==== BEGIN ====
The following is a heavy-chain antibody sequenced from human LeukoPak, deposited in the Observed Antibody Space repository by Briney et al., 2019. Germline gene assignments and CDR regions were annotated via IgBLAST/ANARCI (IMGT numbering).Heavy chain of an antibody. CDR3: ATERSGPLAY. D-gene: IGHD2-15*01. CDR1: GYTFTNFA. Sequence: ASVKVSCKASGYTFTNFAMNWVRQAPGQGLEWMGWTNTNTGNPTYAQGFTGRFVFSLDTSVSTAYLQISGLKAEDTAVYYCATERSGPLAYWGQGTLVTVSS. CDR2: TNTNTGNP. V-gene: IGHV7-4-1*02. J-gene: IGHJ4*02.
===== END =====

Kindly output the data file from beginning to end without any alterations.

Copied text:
The following is a heavy-chain antibody sequenced from human LeukoPak, deposited in the Observed Antibody Space repository by Briney et al., 2019. Germline gene assignments and CDR regions were annotated via IgBLAST/ANARCI (IMGT numbering).Heavy chain of an antibody. CDR3: ATERSGPLAY. D-gene: IGHD2-15*01. CDR1: GYTFTNFA. Sequence: ASVKVSCKASGYTFTNFAMNWVRQAPGQGLEWMGWTNTNTGNPTYAQGFTGRFVFSLDTSVSTAYLQISGLKAEDTAVYYCATERSGPLAYWGQGTLVTVSS. CDR2: TNTNTGNP. V-gene: IGHV7-4-1*02. J-gene: IGHJ4*02.